Issues » 20

Archive | Read this issue on the Web
JavaScript Weekly Issue 20
April 1, 2011
Welcome to issue 20! I express apologies for being a few hours late again but it's been an April Fools dodging minefield out there ;-)
jQuery 1.5.2 Released: Just Bug Fixes jQuery 1.5.2 has been released on schedule. It's just a bug fix release though, so there are no new features to report. Upgrade when ready!
Unveiling Felix's Node.js Guide Felix Geisendorfer has started an 'opinionated and unofficial' guide to help people getting started in node.js. Looking pretty good so far!
NodeJitsu looking for interns in NYC and SF
Getting Started with Handlebars.js Alan Johnson presents a short but sweet introduction to handlebars.js, a JavaScript port of the Mustache templating language. It's incredibly straightforward and worth a look.
JavaScript Template Language Shootoff A JSPerf performance test comparing 14 different JavaScript templating engines on a short template. Who's the winner on your browser?
A Recipe for a YUI 3 Application An extensive discussion and demonstration of architecting and building a YUI (Yahoo UI Library) app by Daniel Barreiro.
Load Big Webapps Quickly with a Custom Dojo Build Two IBM engineers demonstrate how a customized build of Dojo (a popular JavaScript framework) can significantly reduce the JavaScript footprint of your large applications.
Terrain Generation with the Diamond Square Algorithm Paul Boxley shows off an interesting visual demo of a 'terrain generation' algorithm he's implemented using CoffeeScript. The code is available on GitHub and is surprisingly simple.
Minifying JavaScript with Jake and Uglify.JS
Opinion: JavaScript on the Server AND the Client is Not A Big Deal
165 Awesome jQuery Sliders and Other Useful jQuery Effects
18 Useful Frameworks for Web and Mobile App Developers
Building iPhone Apps with JavaScript using Titanium Wouldn't it be great to build an iPhone application without learning a line of Objective-C? thinks so and gives a basic demo of building a small iPhone app using JavaScript.
Code and Libraries
fabric.js: An Object Model for HTML5 Canvas + SVG-to-Canvas Parser Fabric.js is a framework that makes it easy to work with the HTML5 Canvas element using an interactive object model. It can also render SVG files to Canvas for you. Some interesting demos.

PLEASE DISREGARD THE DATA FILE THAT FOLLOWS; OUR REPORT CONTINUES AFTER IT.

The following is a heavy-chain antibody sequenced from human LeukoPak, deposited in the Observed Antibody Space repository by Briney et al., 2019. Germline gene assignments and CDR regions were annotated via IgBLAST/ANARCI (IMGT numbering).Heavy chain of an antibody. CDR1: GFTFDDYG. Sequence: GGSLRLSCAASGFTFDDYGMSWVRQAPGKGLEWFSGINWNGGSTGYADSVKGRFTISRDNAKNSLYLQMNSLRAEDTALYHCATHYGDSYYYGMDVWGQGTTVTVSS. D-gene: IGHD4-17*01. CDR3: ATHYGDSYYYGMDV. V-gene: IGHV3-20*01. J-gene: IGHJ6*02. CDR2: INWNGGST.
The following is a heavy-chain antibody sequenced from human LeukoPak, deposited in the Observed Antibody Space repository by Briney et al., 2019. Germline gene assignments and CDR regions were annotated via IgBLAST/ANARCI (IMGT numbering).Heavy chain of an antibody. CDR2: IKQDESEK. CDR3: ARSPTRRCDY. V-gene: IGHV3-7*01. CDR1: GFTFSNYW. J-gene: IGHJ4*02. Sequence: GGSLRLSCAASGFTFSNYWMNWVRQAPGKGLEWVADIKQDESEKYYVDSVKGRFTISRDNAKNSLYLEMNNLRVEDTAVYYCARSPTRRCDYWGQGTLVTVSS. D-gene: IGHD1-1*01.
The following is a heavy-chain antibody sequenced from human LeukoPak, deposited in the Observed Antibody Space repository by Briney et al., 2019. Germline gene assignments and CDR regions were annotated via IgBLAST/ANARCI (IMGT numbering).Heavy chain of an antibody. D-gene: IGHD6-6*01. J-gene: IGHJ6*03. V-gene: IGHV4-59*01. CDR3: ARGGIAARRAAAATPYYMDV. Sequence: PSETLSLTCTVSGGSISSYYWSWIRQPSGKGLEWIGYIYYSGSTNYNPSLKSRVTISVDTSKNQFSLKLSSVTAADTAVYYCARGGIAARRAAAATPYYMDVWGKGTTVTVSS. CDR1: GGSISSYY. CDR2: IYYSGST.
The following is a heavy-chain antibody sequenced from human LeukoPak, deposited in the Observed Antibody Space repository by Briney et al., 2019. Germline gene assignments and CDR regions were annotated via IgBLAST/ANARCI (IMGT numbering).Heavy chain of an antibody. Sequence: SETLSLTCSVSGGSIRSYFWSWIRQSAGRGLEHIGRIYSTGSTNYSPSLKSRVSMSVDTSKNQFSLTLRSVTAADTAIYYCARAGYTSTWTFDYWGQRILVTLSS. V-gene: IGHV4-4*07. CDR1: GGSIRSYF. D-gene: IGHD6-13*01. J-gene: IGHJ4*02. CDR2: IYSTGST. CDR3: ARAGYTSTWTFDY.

Easy WebSocket - a WebSocket client to broadcast messages to webpages Easy WebSocket is an easy way to use WebSockets from JavaScript to broadcast messages to connected clients without worrying about browser compatibility. The basic example is just 10 lines.
JavaScript Stacktrace: Stack Traces in all Web Browsers Javascript Stacktrace is a tool that allows you to debug your Javascript by giving you a stack trace of function calls leading to an error (or any condition you specify).
Peter Norvig's Spelling Corrector in 21 Lines of CoffeeScript Daniel Ribeiro demonstrates how he managed to port a spelling correction function from 53 lines of JavaScript to 21 lines of CoffeeScript. A little dense, but hey.
node-php: Node.js and PHP Sitting In A Tree NodePHP effective turns a nice Node.js server into a FastCGI interface that interacts with PHP-FPM. It's described as a "omega-alpha-super-beta-proof-of-concept" so be warned.
sausage: Contextual pagination for jQuery Sausage is a unique and attractive pagination plugin for jQuery that's worth checking out. Wynn Netherland shows it off on The Changelog.
Typo.js: Client-side JavaScript Spellchecking
Detecting Newly Defined Globals in JavaScript
Backbone-Redis: Model Persistence in backbone.js Using and Redis Pub/Sub
Last but not least..
BreakDOM: A Remix of the Classic Breakout Game Just for fun, here's BreakDOM. A rather scary version of Breakout using HTML form elements for the bricks and ball and a scroll bar for the bat. It uses jQuery and the code is surprisingly short (and hard to read).
Published by Cooper Press.
Want to sponsor an issue? See our media kit.

© 2014 Cooper Press Ltd. Email policy Privacy policy
Cooper Press, Fairfield Enterprise Centre, Louth, LN11 0LS, UK
Update your email address
or unsubscribe here
ONE e-mail each Friday. Easy to unsubscribe. No spam — your e-mail address is safe
Published by Cooper Press and curated by Peter Cooper